There are rituals before presentation of drama and they are described in detail. The principle deities of drama, viz. Brahma,Vishnu and Shiva, are worshipped. Shiva is in the form of Nataraja. Even today, Nataraja is offered a puja before any stage performance. Then the well-being of the spectators is wished for.


Further, there is a chapter discussing the aesthetic theories, definitions and characteristics etc. in detail.


Then Bharata describes histrionics, which is called Abhinaya in natyashatra. The drama is communicated to the spectators in four ways.

      The communication through body movements, called Angika abhinaya, where the movements of major limbs like head, chest, hands and feet as well as movements of minor limbs like eyes, nose, lips, cheeks, chin etc. are involved. The glances, gestures, gaits are also part of angika abhinaya.

      The communication by speech is called Vachika abhinaya. In this, the vowels, consonants and their places of origin in the mouth, intonation, modes of address etc. are discussed. While giving the literary aspect of drama Bharata describes ten types of dramas which are known as Dasharupaka. One of them is Veethi i.e. road shows. At present, a lot of them are seen during the election time.

      Extraneous representation is called Aaharya Abhinaya and is done by means of costumes, make up, ornaments, stage properties etc.

      Representation of temperament of the characters is called Sattvika Abhinaya. It is the highest quality of abhinaya expressing the inner feelings of the character by subtle movements of lips, nasal ali, trembling of body, turning the face red, rolling down the tears etc.

      Then Bharata describes how to represent the phenomena like sunrise, sunset, different times of the day, rains etc. which is called Chitrabhinaya. He also mentions in detail how to show the animals on stage, how to make them artificially and with what material.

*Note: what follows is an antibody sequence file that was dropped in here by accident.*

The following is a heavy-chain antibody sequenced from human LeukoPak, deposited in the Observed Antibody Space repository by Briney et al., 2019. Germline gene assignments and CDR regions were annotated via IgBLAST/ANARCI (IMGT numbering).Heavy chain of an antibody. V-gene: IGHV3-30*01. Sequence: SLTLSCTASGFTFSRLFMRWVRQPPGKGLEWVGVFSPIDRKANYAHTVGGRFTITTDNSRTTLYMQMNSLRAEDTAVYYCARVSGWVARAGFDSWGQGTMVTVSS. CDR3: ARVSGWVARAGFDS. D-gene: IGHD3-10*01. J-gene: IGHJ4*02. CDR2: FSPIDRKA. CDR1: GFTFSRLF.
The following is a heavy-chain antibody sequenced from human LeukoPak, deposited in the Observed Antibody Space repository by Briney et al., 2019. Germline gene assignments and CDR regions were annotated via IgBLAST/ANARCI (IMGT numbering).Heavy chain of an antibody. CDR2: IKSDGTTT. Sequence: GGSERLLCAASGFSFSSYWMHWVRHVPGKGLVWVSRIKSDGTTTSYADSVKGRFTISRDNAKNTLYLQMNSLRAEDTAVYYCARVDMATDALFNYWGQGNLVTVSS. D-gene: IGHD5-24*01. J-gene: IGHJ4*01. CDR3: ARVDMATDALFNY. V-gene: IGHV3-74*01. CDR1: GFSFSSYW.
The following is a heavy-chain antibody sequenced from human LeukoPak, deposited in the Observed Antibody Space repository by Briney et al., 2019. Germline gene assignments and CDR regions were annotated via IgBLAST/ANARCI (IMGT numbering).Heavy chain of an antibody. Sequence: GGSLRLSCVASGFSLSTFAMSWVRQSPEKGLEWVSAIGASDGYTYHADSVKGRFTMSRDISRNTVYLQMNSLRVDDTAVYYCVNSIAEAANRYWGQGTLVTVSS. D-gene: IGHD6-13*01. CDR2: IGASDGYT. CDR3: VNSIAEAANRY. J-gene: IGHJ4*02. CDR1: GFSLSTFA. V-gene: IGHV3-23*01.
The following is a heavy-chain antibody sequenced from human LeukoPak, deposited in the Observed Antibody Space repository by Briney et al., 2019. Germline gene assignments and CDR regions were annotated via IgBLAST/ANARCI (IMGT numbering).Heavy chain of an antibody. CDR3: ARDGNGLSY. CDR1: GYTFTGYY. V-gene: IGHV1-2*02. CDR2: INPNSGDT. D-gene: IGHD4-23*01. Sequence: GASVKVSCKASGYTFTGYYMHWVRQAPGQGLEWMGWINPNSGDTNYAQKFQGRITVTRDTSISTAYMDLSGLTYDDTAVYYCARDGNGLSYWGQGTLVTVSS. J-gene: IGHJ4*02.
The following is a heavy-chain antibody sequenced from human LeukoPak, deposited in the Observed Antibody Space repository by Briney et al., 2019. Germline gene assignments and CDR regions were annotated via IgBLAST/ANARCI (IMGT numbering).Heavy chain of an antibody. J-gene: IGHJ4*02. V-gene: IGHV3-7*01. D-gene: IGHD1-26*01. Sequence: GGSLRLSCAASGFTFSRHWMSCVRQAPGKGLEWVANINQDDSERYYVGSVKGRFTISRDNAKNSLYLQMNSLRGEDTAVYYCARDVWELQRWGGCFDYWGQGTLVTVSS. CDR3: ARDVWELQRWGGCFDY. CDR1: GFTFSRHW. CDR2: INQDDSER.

Bharata makes a note of the dramatic competitions, how to conduct them, the qualification of judges, gifts to be given to the actors in one of the chapters.


A lot of importance is given to music in natyashastra, wherein about nine chapters have been dedicated to music. In vocal and instrumental music, he describes svara (a musical note) and its use in expressing particular aesthetic sense i.e. Rasa.

Gandhar and nishada are used for expressing a pathetic sense i.e. Karuna rasa, shadja and rishabha in heroic and marvelous sense i.e. Veera and Adbhuta rasa, madhyama and panchama in erotic and comic sense i.e. Shrungara and Hasya rasa and dhaivata for odious sense i.e. Beebhatsa rasa. Details about murcchana (a group of svaras to be sung together) and its types have been given also.

The music is derived from Samaveda. Gandharva music is also sama music. Seven notes were already established in sama music. The sama singers were connected with sacrifice and gandharvas were professional singers or musicians. Svara, pada( composition) and tala (beats) are the three constituents of gandharva music. Bharata gives details about songs to be used in drama. They are called Dhruvas.


Instruments are divided in four groups.

      Stringed instruments are called Tata.

      Wind blown instruments are called Sushira.

      Percussion instruments are called Avanaddha and